lack of finance. Indeed, the current level of instances these compact cities do not suffer
compaction itself may not be the cause of the so-called ill effects of higher densities,
the undesirable conditions in the cities of perhaps due to unique socially homogeneous
developing countries. patterns of grouping, i.e. maholla and poles
Even in metropolises or mega cities, there (traditionally compact neighbourhoods; in
is scope to consider recycling or reusing many Indian cities there are good examples
land for brownfield developments instead of such settlements) (National Commission
of urban expansion on the periphery. For on Urbanisation, 1988), social and cultural
example, in Mumbai, within the core area, acceptance of traditional high-density living
there is a large amount (600 acres or 245 ha) and high social bonds and social cohesion
of disused industrial land (Knight, 2003). allow them to accept the lack of privacy.
These brownfield sites, if developed, could Extended families live in the same dwelling.
have a major impact on development by Developed cities in East Asian countries,
providing more land within the core city. like Tokyo, Seoul and Osaka demonstrate
The second significant difference between higher densities than London or New York,
cities in developing countries and those in reflecting cultural and traditional patterns
developed countries is their pattern of mixed inherent in their urban patterns.
land use. Traditionally, cities in developing
countries have a greater mix of uses in their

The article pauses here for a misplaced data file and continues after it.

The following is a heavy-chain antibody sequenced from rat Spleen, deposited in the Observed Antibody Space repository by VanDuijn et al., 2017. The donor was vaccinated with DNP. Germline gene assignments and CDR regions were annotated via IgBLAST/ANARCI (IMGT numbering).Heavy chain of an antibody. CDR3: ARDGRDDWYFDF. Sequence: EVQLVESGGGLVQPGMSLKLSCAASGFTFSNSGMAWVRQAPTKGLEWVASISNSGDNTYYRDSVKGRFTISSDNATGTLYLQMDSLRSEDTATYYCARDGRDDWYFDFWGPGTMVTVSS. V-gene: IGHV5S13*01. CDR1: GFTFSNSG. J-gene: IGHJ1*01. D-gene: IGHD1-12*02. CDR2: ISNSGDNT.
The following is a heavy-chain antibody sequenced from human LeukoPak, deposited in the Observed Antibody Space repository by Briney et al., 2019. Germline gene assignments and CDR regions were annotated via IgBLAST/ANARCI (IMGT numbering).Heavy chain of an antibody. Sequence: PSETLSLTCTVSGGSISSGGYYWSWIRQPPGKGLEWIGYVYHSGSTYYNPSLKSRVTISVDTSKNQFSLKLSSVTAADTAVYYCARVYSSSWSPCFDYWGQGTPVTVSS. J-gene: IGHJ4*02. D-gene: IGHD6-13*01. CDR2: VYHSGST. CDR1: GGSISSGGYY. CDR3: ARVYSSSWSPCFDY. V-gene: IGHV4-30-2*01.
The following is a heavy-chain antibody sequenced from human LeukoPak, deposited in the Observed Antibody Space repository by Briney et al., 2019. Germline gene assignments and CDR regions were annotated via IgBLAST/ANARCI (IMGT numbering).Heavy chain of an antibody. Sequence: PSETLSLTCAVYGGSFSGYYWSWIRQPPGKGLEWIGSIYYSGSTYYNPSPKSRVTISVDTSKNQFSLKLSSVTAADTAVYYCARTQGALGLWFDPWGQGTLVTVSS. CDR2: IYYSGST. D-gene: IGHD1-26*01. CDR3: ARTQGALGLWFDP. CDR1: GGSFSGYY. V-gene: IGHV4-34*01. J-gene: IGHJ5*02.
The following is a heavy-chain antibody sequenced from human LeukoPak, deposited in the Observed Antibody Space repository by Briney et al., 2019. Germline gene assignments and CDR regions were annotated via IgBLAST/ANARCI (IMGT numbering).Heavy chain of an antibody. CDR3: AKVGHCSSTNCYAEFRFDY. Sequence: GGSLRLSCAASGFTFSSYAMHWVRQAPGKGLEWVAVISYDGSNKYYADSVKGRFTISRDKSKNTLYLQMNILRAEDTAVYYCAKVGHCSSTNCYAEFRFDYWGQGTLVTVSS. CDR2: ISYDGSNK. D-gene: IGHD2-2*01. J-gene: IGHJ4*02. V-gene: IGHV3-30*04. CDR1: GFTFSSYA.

Density and Sustainable Development
highly concentrated developments. It is very
common to find commercial uses, religious To be described as sustainable, urban devel-
buildings, housing, and many other facilities opment must support social conditions and
in a single street (Williams, 2004). This high- cohesion, encourage resource eciency and
density mixed-use model is claimed to be economic sustainability, and provide a high
sustainable in its support of communities in quality of life for all residents (Williams
relation to accessibility, compatible travel and Dair, 2007). High-density development
patterns, and often generates local businesses, remains at the centre of the debate on urban
when compared to single use areas. However, form and its relation to social, cultural,

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economic and environmental sustainability. area, and on preferences for moving in or


Density can be described as a simple con- out of an area of a city. Thus perceptions of
cept, expressing how many buildings, how density may affect the acceptable levels of
much floor space, or how many people physical density and vary from individual to
are in a given piece of land (DETR, 1998). individual depending on cultural preferences